US Political Transition Policy and Post-2003 Violence in Iraq
Barsness, Jonathan A.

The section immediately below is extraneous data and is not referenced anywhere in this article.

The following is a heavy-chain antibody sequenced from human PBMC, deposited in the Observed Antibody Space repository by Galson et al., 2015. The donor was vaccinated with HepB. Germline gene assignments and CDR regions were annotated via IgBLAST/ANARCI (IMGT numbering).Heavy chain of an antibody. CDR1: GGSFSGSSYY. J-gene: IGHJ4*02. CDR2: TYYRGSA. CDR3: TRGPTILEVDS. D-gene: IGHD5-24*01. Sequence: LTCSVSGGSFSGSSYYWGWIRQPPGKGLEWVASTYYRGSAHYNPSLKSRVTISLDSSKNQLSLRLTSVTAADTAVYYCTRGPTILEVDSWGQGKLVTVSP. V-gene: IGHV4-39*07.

In attempting to understand post-invasion violence, particularly in the years 2005 - 2007, policymakers, government officials, military personnel, and scholars have identified numerous and legitimate factors that contributed to overall instability within Iraq. What has been lacking, however, is a study that considers the linkages between levels of violence and the political transition process. Given the ongoing instability in Iraq, this research explores the connection between levels of violence, dissatisfaction among Iraq's diverse ethnic, religious, and sectarian groups, and the political transition process. In assessing the volatility of Iraqi society, this analysis reveals the impact and importance of the US-directed political transition process, including efforts to: (a) establish an Iraqi Interim Government and hold elections; (b) structure security policy; (c) influence the development of the Iraqi constitution; and (d) integrate or isolate key religious and political leaders into the emerging political system. Upon a critical examination of the above factors, this study argues that the inability of the United States and Coalition partners to quickly and effectively implement an inclusive political transition process increased the probability of violence and instability throughout Iraq.
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